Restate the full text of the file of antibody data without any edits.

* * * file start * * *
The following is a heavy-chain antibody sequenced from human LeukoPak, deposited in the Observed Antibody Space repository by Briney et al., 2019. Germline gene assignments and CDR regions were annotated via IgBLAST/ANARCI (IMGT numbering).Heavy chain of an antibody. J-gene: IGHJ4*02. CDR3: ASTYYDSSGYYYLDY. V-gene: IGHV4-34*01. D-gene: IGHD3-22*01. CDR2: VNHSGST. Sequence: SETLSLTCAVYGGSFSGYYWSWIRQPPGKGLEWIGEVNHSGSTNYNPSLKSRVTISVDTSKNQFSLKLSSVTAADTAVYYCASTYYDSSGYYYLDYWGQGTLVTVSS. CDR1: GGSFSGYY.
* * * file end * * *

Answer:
The following is a heavy-chain antibody sequenced from human LeukoPak, deposited in the Observed Antibody Space repository by Briney et al., 2019. Germline gene assignments and CDR regions were annotated via IgBLAST/ANARCI (IMGT numbering).Heavy chain of an antibody. J-gene: IGHJ4*02. CDR3: ASTYYDSSGYYYLDY. V-gene: IGHV4-34*01. D-gene: IGHD3-22*01. CDR2: VNHSGST. Sequence: SETLSLTCAVYGGSFSGYYWSWIRQPPGKGLEWIGEVNHSGSTNYNPSLKSRVTISVDTSKNQFSLKLSSVTAADTAVYYCASTYYDSSGYYYLDYWGQGTLVTVSS. CDR1: GGSFSGYY.